MADISON, Wis. (11/1/11)--With assistance from a National Credit Union Foundation, the Michigan Credit Union League (MCUL) offered a training program that produced 72 Certified Credit Union Financial Counselors last year.
With a National Credit Union Foundation grant, the Michigan Credit Union League trained 72 Certified Credit Union Financial Counselors last year. Here, Kathryn Greiner from University of Michigan CU presents on the "Budget Counseling Process" during training. (Photo provided by National Credit Union Foundation)
Since then, MCUL has reached an estimated 170 credit union staff and more than1,850 consumers through the program.
The training combines the Credit Union National Association's self-study Credit Union Financial Counseling Certification Program (FiCEP) with webinars and local in-person training and networking, to help credit union staff to become more confident in assisting members with their financial futures.
An additional 101 credit union staff from 26 credit unions have enrolled in the program in 2011. The guided self-study portion provides bi-weekly interactive webinars on each of the eight FiCEP modules and two live training and testing sessions during a six-month period. Upon completion of the modules, training and testing, participants receive their Certified Credit Union Financial Counselor designation.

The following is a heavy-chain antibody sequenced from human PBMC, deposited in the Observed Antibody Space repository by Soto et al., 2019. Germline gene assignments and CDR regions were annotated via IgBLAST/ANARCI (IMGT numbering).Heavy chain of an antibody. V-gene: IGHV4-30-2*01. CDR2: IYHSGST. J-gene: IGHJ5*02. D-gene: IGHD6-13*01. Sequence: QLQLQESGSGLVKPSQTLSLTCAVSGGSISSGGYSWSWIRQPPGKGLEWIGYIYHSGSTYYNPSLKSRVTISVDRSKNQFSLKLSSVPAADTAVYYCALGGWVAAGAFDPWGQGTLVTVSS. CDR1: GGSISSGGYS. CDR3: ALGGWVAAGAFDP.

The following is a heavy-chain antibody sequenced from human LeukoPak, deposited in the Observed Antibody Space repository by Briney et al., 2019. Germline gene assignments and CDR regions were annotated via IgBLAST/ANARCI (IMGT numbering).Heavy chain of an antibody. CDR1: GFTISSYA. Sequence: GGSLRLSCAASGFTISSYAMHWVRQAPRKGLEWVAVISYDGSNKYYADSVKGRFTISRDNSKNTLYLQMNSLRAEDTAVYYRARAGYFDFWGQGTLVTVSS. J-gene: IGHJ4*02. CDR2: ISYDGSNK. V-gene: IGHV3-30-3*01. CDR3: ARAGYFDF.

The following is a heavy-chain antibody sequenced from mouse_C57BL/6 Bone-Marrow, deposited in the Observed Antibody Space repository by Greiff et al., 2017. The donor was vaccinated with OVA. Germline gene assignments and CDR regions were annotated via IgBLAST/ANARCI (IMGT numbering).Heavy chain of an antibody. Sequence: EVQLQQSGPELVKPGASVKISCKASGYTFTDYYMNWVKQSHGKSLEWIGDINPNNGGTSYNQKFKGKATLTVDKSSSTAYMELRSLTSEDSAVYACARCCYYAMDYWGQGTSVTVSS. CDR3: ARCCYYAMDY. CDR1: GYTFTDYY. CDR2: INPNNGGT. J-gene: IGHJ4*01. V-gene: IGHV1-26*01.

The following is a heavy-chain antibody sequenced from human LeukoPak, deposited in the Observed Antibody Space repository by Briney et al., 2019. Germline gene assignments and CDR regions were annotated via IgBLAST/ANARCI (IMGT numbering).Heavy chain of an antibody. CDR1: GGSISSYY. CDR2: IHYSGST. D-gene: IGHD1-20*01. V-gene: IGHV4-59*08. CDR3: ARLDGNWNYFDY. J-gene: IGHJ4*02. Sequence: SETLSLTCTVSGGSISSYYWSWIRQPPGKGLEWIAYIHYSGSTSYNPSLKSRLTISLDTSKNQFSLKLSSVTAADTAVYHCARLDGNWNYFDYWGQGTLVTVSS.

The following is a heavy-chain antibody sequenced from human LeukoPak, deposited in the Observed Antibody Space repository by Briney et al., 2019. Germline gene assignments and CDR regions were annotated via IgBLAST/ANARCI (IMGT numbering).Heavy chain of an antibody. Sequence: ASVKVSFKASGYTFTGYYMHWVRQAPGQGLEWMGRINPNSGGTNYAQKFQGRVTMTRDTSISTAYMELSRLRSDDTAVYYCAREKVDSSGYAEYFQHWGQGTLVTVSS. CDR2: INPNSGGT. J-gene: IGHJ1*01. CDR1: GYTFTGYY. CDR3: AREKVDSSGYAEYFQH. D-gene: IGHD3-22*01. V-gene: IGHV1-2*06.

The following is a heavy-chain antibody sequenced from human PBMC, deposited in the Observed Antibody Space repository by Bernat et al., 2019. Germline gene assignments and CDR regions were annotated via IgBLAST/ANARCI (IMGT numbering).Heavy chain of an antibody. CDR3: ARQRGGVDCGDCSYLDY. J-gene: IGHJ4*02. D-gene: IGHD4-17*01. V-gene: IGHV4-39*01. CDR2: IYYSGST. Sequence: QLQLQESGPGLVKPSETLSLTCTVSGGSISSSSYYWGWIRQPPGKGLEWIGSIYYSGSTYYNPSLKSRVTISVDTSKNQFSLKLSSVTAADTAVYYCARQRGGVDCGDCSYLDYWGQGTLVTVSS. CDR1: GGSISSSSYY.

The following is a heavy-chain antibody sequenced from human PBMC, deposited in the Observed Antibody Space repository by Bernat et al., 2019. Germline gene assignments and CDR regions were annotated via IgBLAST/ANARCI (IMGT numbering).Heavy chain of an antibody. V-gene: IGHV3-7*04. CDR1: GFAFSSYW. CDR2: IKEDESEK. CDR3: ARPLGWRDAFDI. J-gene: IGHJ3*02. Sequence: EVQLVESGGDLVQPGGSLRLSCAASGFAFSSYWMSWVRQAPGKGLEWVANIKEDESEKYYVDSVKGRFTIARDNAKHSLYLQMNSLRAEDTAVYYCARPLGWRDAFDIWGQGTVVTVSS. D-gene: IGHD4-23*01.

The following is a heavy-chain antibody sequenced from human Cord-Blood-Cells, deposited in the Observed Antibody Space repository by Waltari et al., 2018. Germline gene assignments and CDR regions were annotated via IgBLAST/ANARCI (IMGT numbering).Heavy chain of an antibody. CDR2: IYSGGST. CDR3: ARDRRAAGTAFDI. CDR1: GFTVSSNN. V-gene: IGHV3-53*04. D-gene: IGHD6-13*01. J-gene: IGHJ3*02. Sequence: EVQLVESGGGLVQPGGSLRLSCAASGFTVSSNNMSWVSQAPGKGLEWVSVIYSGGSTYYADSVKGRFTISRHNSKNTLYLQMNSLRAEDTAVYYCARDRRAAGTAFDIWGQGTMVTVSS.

A major component of the enhanced training is working with counselors to develop a strategic for their credit unions to obtain maximum impact for the credit union and the community.
MCUL's goal is to increase the number of credit unions providing financial counseling to assist Michigan residents to manage their money and avoid problems such as bankruptcy, foreclosure and loan defaults. Michigan's credit unions are attracting the interest of partners such as Habitat for Humanity and United Way's 2-1-1 system as a source of trustworthy financial guidance for the families they serve.
With 24 credit unions reporting in the first half of 2011, counselors logged in about 1,200 hours of counseling activity, helping more than 1,850 consumers. Expanding those results to the full group of 170 credit union financial counselors in 56 credit unions would translate an annual reach of more than 8,800 consumers, said NCUF.
Second-quarter National Credit Union Association Call Report data has illustrated the program's impact shows Michigan credit unions experiencing fewer delinquencies and charge-offs and a reduction in the rate of bankruptcy among members.
"Members are always thanking us because we helped them and no one else would," said Lisa Blevins, a FiCEP participant from Education Plus CU in Monroe, Mich. "Our charge offs and delinquencies are way below our peers, and we take pride in keeping it this way because that tells us we are helping more members than charging them off as a loss."